Chick-lit loving islandistas may well know of Tracy Quan, even if they haven’t heard of her.
That’s because Quan, born to Trinidadian parents in the United States (but raised in Canada) is the author-cum-central character of the (in?)famous Diary of a Call Girl series.
In truth and in fact, the central character of the series – Diary of a Manhattan Call Girl, Diary of a Jet-Setting Call Girl and Diary of a Married Call Girl – is named Nancy Chan.
But her life so closely parallels Tracy’s that it is difficult to see the series as anything but semi-autobiographical. Kind of like V.S. Naipaul (who one of her character terms “that reactionary coolie’ in ‘Married Call Girl, but we digress) and ‘A House for Mr. Biswas’.
Like Nancy, Tracy is of your typically pelau Trinidadian ancestry – a lot of Chinese with a bit of Indian, African and Dutch thrown in. Her Trini-ness is liberally scattered throughout the books, with references to Naipaul, Mighty Sparrow and wry quips on Trinidad’s unique race relations, like the following one:
In Trinidad, people don’t make adoring remarks about the mixing of the races. They either take it for granted ot disapprove. My Chinese grandparents disapproved and took it for granted.
Like Nancy, Tracy also worked as a call girl, ran away from home when she was a teen and decided upon her ‘career’ from a young age. According to her Wikipedia page, she (Tracy) read Xaviera Hollander’s Happy Hooker when she was 10 and decided then to become a prostitute, liking the idea of being an independent and self-employed woman.
I kid you not. Like we said, she is an islandista we’re intrigued by. Her views are unorthodox to say the least but in her writings she never sounds like she is making excuses for a lifestyle gone awry. She was … a happy hooker.
Quan herself admits that the lines between Tracy and Nancy are blurred. In her salon.com series which was the launchpad to her eventual best-selling series, she wrote:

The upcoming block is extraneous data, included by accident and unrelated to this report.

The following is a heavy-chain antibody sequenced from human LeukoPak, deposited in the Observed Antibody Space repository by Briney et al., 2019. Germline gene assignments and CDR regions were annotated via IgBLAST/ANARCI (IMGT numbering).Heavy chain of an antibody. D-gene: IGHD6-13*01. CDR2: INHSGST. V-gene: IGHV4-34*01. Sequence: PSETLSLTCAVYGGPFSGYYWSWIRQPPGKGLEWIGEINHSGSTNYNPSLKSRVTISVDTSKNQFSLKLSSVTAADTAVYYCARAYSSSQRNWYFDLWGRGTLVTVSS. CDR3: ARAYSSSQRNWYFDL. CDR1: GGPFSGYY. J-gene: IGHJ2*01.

I’m unable to give a completely straight answer because, well, I am like Nancy in some ways. Fact and fiction are often blurred in Nancy’s life, and in mine. Like Nancy, I ran away from home during my teens, and I know what it’s like to take pride in a job while keeping it a secret.
She eventually moved from sex work into writing about sex and the sex industry, first with the salon column, then with her book series. She is now a regular columnist for the UK Guardian and has an enviable writing track record, including Cosmo, the New York Times and the Washington Post.
Unlike Nancy though, she is open about her now-former career and has served as a spokesperson for Prostitutes of New York, (PONY) a sex workers advocacy group.
Her books are a tremendous read, with a lot of detail about the sex industry, layered history of the sex workers advocacy movement and the cliquism and classifications within both. For instance, take this quote from Diary of a Married Call Girl where her character Nancy muses about the social differences between strippers and call girls.
But that’s the difference between the topless and bottomless sectors. Dancers and call girls have completely different priorities. For one thing, we’re more concerned about appearances. See an elderly billionaire in private? By the hour? No problem. Becoming his thirty-something child bride- now that I would have to explain to my family. What people can see is what’s really at stake. As a hooker, you can have sex with multitudes and still be respectable, as long as people don’t know. Topless dancers have no privacy. The topless definitions of success, respectability, what’s okay, what’s not – it’s a language I’ll never understand.
The hypocrisy of it is hilarious in a way but it is also intriguing to see the thinking that would allow a woman to be comfortable with being a ‘working girl’ and have it broken down like that.